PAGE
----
From UBC Wiki


Authors: Dante Cerron, Connie Leung, Jinmo Kim

What is the problem?

In Project 1 we found that Prolog can be used to create an engaging, interactive text-based Escape game. We will now see if Haskell is suitable for this same task. As in our Prolog version, the user should be able to interact with the game world and depending on their choices, the game state should change accordingly. In the game, the user will navigate through a series of rooms in the dark and will have to follow a logical sequence of steps in order to escape.

What is the something extra?

The user will need to escape within a certain amount of time. If this time-limit is exceeded, the game ends and the user loses.

The user must also actively change the state of the world to create a path to the exit. In this case, that means unlocking doors to new areas by searching the rooms for either:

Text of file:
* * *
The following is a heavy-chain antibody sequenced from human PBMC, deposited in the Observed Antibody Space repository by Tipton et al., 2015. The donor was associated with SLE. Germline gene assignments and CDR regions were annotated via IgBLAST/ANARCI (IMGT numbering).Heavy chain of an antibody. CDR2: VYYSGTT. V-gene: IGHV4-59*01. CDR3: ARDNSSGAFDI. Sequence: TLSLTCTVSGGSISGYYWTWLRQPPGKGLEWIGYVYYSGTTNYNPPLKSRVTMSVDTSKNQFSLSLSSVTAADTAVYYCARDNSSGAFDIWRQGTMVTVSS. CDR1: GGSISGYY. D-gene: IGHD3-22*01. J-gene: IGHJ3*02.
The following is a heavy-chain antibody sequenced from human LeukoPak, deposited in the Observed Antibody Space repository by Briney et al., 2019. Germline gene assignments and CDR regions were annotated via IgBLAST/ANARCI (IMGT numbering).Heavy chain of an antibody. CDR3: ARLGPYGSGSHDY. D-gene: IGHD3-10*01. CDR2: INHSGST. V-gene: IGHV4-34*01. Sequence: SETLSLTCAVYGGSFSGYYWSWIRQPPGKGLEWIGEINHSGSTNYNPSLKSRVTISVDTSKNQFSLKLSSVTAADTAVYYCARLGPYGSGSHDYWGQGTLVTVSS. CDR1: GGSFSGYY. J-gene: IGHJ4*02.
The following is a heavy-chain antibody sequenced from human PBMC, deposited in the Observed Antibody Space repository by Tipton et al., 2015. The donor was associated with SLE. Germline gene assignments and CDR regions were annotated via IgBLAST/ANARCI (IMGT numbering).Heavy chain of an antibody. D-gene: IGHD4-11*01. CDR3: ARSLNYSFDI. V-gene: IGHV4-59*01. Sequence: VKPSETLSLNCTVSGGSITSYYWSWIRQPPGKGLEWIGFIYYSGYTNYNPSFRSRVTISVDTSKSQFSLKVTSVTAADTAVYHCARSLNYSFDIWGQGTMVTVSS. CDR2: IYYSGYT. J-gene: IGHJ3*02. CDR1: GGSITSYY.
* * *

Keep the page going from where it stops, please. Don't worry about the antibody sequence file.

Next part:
• keys which can only be used in certain rooms
  • puzzles that require a valid user input of a specific sequence

What did we learn from doing this?

Haskell would probably be last on our list of programming language choices for this task. As this type of game is highly stateful, it was very difficult to try to program it using a purely functional approach. Prolog was much easier. Were we to try to reimplement the game again, we would have made use of workarounds to simulate global variables, but that may have defeated the purpose of this exercise. Our time limit feature was also much more difficult to implement and required the use of threads to run properly. This meant that it only runs properly as a standalone executable (ie. doesn't work properly in ghc as child threads are not terminated with the main thread). This isn't too problematic as most programs would be run this way in the end, but it adds to the point that Haskell has many limitations in regards to creating RPG type games.